We would run the cattle through a long narrow wooden corral-like thing we called a chute. With the back gate down to keep them in, my Dad would walk along the upper deck and give multiple shots to every animal ... things like leptospirosis, pneumonia, hoof rot, lots of ugly diseases that could kill them.
During the branding, all the neighbors would come to our house ... mostly because we had the best set of corrals and the best cook ... my Mom. It was always a game to see who could catch the calf first with the fewest thrown loops. My favorite was of course Barrel Racing!!
When Patty and Dan said they were taking granddaughter Laila to the Junior Rodeo, I thought I might miss it since I was scheduled to leave. What the heck, I signed up for another week. The Tucson Rodeo is a big thing around here, as it is in Phoenix and Las Vegas. Unfortunately in my neck of the woods, it's becoming something of the past.
So here we go boys and girls ... clap your hands and cheer for the fastest times!! It's RODEO TIME!
I'm sure all of these kids were born and raised on a ranch like I was ... including this eleven year old who's a champion in the making. He won $7000 last year in the calf touching competition. What is that you ask?? They catch the calf, jump off and run up the rope like the big boys do, but instead of laying it on the ground and tying it up, all they have to do is touch the calf. It's a little easier on the kids.
There were not a lot of entrants in the Junior Rodeo, so it was over in about an hour. Next up was the Cowboys doing their thing in the preliminaries. If you score high enough during the earlier rounds in the week, you get to ride for the money on the weekend.
I have to tell you, this is not the rodeo of MY youth, even though Beutler and Sons still provide the bucking stock. These horses have a lot of draft horse in them, making them HUGE and possibly not quite as hard to ride.
Don't tell the cowboys I said that however, as I'm sure they would be quick to disagree. I think everyone rode their horse the full eight seconds.
Here's a future barrel racer in her cute pink hat. In my day we wouldn't be caught DEAD in a pink hat, but today it seems to be all the style. Her sister had one just like it and I saw loads of them for sale.
Once the eight second buzzer rings, you have to get OFF the bucking horse. I honestly can't remember if this guy rode to the bell or not, but when he hit the ground, he got smacked by a hoof. Once you are ON the ground, your first reaction is to get up. When he raised up, he got a hoof in his back, knocking the wind out of him. You can't really tell, but all of these cowboys wear Kevlar vests for protection. He was a little slow to get up, but was okay.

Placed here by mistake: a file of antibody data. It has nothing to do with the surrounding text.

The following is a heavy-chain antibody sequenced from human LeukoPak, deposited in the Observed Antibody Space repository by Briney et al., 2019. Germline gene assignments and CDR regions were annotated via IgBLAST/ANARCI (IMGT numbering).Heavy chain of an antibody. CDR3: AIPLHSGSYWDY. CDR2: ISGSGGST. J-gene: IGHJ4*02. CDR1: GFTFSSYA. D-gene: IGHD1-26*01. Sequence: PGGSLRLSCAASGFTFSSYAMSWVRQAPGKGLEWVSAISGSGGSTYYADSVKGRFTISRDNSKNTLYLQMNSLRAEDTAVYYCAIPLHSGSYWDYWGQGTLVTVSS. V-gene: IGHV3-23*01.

Here's one for the bigger, stronger boys. You ride your horse at a fast gallop to catch up to the steer, slide off the side going maybe 25 miles an hour ........
grab the horns and wrestle the steer to the ground. Hopefully your horse keeps going. Here's a little known fact about rodeos. Those guys that own the best horses will loan them out to the bulldoggers and ropers for a good chunk of the winnings. The rider gets the money points and maybe half the cash.
That way he doesn't have to maintain the horse in the lifestyle he's become accustomed, which is VERY expensive!! If you watch closely, you'll see riders changing horses in the chutes quite often.
This cowboy had a bad day ... and so did the horse. He's already in trouble here as the horses hooves dug into the ground ... soft on top but hard as a rock underneath, making the horse slip.
I know I'm bad, but I worry more about the horse than I do the rider. He went down with a bang .....
rolling over the cowboy's leg. Were he a bareback rider (which I didn't see here) he might have fared a little better. With saddle broncs, you dig your foot into the stirrup to help you hang on, which doesn't bode well if you don't get it out in time. The rider was fine ... he limped off, but got another ride if he wanted. True to the cowboy code, he rode the second horse to the buzzer.
In between the Junior and Pro rodeos, there were vendors surrounding the huge stands selling everything cowboy, and maybe a few things not so much cowboy. I saw LOTS of really cool purses, but you'll be proud to know I didn't buy a single one!! I stared at these beaded belts for quite a while, but passed on those too!!
In the second half tomorrow, I'll show you what I DID buy. Even Patty said she was proud of me for not spending a wallet load, since this is MY kind of stuff!!
Believe it or not I took 688 pictures ... aren't I glad we went digital!! ... and had a hard time picking which ones to show you. With this many, I have to break it into two days. The bulls were the last to be ridden in a much smaller arena, making for "fence and hat" pictures, but you'll get an idea of what it looks like to ride a bull.
Having been around bulls most of my life ... and by that I mean the cattle variety ... I have a lot of respect for their power. I know they can bowl a horse over in an instant and those horns are most dangerous. Would I or did I ever ride a bull? Not in a million years ... but I did climb on a calf or two!!
Ride 'em cowboy!!!